- What they are: Financial planners can come from a variety of backgrounds and offer a variety of services. They could be brokers or investment advisers, insurance agents or practicing accountants—or they have no financial credentials at all. Some will examine your entire financial picture and help you develop a detailed plan for achieving your financial goals. Others, however, will recommend only the products they sell, which may give you a limited range of choices.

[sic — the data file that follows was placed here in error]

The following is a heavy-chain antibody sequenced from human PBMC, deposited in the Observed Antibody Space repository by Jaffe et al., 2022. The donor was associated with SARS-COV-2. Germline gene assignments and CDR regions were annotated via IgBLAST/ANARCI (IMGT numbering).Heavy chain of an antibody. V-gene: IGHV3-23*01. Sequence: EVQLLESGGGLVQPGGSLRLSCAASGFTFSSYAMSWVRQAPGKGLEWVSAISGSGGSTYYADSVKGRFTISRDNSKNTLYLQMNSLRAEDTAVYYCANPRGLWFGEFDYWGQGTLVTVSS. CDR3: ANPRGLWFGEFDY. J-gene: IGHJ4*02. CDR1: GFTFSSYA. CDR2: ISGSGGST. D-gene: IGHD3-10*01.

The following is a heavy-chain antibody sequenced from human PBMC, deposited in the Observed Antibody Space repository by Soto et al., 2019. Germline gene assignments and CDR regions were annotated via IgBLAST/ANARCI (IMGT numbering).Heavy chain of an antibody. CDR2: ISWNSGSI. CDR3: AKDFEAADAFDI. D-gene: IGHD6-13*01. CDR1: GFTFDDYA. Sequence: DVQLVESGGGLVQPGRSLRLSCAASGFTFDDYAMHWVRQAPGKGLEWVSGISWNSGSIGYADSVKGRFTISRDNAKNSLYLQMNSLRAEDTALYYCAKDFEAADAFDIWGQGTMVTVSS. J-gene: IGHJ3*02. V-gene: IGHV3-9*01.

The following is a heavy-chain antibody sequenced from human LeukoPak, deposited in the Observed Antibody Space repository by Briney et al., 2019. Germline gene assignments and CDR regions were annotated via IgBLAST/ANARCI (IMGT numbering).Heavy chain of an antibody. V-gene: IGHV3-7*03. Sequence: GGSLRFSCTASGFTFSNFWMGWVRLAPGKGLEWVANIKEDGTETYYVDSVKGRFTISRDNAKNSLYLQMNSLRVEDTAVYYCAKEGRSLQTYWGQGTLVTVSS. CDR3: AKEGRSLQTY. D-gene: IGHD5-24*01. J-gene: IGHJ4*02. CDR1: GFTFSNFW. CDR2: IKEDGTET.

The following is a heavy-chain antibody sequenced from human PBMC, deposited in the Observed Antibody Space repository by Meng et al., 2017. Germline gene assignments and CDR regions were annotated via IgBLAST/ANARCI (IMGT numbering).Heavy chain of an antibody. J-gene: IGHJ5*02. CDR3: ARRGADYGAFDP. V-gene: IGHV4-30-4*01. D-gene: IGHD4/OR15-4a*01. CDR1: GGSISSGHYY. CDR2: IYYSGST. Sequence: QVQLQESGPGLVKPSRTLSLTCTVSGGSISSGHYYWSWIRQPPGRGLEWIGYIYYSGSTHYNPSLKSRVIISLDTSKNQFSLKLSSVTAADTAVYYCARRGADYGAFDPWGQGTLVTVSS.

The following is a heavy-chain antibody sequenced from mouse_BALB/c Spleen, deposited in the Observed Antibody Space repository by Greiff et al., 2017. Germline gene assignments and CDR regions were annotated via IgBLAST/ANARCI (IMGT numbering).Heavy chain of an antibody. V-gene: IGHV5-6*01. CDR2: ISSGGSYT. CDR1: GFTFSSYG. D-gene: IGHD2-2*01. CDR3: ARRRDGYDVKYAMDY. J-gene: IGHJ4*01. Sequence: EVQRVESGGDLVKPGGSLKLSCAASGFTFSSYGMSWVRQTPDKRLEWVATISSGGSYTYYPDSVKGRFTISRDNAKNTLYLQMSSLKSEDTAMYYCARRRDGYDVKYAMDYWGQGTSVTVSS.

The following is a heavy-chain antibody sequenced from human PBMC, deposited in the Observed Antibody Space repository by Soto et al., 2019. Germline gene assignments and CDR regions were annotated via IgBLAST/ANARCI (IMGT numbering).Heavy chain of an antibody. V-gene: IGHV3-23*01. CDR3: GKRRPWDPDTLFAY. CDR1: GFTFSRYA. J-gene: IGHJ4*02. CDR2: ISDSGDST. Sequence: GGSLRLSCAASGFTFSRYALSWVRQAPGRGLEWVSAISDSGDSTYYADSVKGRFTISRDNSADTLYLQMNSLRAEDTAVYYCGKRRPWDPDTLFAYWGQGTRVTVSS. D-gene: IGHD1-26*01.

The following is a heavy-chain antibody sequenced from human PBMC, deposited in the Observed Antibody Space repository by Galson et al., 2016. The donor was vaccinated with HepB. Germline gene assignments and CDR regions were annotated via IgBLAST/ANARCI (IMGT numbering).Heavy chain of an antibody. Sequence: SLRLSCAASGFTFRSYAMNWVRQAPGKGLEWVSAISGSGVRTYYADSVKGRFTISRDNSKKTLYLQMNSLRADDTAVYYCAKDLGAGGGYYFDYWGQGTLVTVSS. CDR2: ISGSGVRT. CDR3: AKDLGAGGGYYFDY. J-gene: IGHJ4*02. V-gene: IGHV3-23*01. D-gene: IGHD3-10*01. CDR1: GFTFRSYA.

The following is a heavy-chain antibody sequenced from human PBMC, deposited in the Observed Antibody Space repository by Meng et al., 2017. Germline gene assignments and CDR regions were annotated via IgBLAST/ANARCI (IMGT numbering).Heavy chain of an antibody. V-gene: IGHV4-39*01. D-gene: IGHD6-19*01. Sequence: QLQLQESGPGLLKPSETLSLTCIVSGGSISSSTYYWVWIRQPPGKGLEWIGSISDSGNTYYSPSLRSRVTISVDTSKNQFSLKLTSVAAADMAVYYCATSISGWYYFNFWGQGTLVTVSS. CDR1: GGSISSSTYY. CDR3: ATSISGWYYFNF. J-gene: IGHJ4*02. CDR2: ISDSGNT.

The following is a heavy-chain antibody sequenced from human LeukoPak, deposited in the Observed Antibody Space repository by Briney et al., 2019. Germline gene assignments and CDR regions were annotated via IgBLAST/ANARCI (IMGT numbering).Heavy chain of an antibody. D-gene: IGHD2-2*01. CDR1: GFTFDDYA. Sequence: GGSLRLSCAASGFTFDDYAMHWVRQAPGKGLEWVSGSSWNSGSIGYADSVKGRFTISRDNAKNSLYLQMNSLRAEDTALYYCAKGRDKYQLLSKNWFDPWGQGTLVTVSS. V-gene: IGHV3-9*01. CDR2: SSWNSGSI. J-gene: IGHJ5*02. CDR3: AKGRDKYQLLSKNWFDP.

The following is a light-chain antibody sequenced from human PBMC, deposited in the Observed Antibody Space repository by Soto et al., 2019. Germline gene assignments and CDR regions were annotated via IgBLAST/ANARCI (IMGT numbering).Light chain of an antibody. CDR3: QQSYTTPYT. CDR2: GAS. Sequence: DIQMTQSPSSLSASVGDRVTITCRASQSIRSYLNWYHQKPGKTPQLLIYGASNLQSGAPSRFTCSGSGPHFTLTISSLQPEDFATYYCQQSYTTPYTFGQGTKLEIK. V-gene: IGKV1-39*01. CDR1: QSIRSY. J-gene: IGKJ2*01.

- What they offer: The breadth and depth of services a financial planner offers will vary from provider to provider. Some create comprehensive plans that delve into every aspect of your financial life, including savings, investments, insurance, college savings, retirement, taxes and estate planning. Others have a more limited focus, such as insurance or securities. Some only prepare plans, while others also sell investments, insurance, or other products. If they sell products, their recommendations typically will correspond with the products or services they sell.For example, an insurance agent will tell you about insurance products (such as life insurance and annuities) but likely won’t discuss other investment choices (such as stocks, bonds or mutual funds). You’ll want to make certain you fully understand which areas of your financial life a particular planner can—and cannot—help with before you hire that person.